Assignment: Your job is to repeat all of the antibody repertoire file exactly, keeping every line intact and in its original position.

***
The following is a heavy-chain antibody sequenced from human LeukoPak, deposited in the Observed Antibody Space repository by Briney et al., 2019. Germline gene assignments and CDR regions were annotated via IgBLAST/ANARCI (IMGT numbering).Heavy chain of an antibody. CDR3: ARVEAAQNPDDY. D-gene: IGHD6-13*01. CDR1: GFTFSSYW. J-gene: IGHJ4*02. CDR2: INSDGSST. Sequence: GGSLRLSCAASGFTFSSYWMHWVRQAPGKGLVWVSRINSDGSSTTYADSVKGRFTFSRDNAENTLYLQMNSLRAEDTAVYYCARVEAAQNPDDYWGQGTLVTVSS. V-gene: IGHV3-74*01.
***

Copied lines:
The following is a heavy-chain antibody sequenced from human LeukoPak, deposited in the Observed Antibody Space repository by Briney et al., 2019. Germline gene assignments and CDR regions were annotated via IgBLAST/ANARCI (IMGT numbering).Heavy chain of an antibody. CDR3: ARVEAAQNPDDY. D-gene: IGHD6-13*01. CDR1: GFTFSSYW. J-gene: IGHJ4*02. CDR2: INSDGSST. Sequence: GGSLRLSCAASGFTFSSYWMHWVRQAPGKGLVWVSRINSDGSSTTYADSVKGRFTFSRDNAENTLYLQMNSLRAEDTAVYYCARVEAAQNPDDYWGQGTLVTVSS. V-gene: IGHV3-74*01.